Identification of molecular signatures and pathways to identify novel therapeutic targets in Alzheimer's disease: Insights from a systems biomedicine perspective
Alzheimer's disease (AD) is a progressive neurodegenerative disease characterized by the accumulation of amyloid plaques and neurofibrillary tangles in the brain. However, there are no peripheral biomarkers available that can detect AD onset. This study aimed to identify the molecular signatures in AD through an integrative analysis of blood gene expression data. We used two microarray datasets (GSE4226 and GSE4229) comparing peripheral blood transcriptomes of AD patients and controls to identify differentially expressed genes (DEGs). Gene set and protein overrepresentation analysis, protein-protein interaction (PPI), DEGs-Transcription Factors (TFs) interactions, DEGs-microRNAs (miRNAs) interactions, protein-drug interactions, and protein subcellular localizations analyses were performed on DEGs common to the datasets. We identified 25 common DEGs between the two datasets. Integration of genome scale transcriptome datasets with biomolecular networks revealed hub genes (NOL6, ATF3, TUBB, UQCRC1, CASP2, SND1, VCAM1, BTF3, VPS37B), common transcription factors (FOXC1, GATA2, NFIC, PPARG, USF2, YY1) and miRNAs (mir-20a-5p, mir-93-5p, mir-16-5p, let-7b-5p, mir-708-5p, mir-24-3p, mir-26b-5p, mir-17-5p, mir-193-3p, mir-186-5p). Evaluation of histone modifications revealed that hub genes possess several histone modification sites associated with AD. Protein-drug interactions revealed 10 compounds that affect the identified AD candidate biomolecules, including anti-neoplastic agents (Vinorelbine, Vincristine, Vinblastine, Epothilone D, Epothilone B, CYT997, and ZEN-012), a dermatological (Podofilox) and an immunosuppressive agent (Colchicine). The subcellular localization of molecular signatures varied, including nuclear, plasma membrane and cytosolic proteins. In the present study, it was identified blood-cell derived molecular signatures that might be useful as candidate peripheral biomarkers in AD. It was also identified potential drugs and epigenetic data associated with these molecules that may be useful in designing therapeutic approaches to ameliorate AD.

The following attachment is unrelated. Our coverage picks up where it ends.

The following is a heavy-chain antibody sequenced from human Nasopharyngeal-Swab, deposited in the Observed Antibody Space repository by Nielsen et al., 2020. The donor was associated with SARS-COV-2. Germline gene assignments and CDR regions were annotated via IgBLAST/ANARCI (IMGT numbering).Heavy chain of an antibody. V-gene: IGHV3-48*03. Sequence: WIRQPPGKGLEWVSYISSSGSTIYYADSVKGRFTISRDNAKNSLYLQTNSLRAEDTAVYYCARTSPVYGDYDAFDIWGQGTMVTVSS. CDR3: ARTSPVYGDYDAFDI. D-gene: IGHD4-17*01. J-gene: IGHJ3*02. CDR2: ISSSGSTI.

|ISBN||1089-8646 (Electronic) 0888-7543 (Linking)|
|Authors||Rahman, M. R.; Islam, T.; Zaman, T.; Shahjaman, M.; Karim, M. R.; Huq, F.; Quinn, J. M. W.; Holsinger, R. M. D.; Gov, E.; Moni, M. A.|
|Responsible Garvan Author||(missing name)|
|URL link to publisher's version||https://www.ncbi.nlm.nih.gov/pubmed/31377428|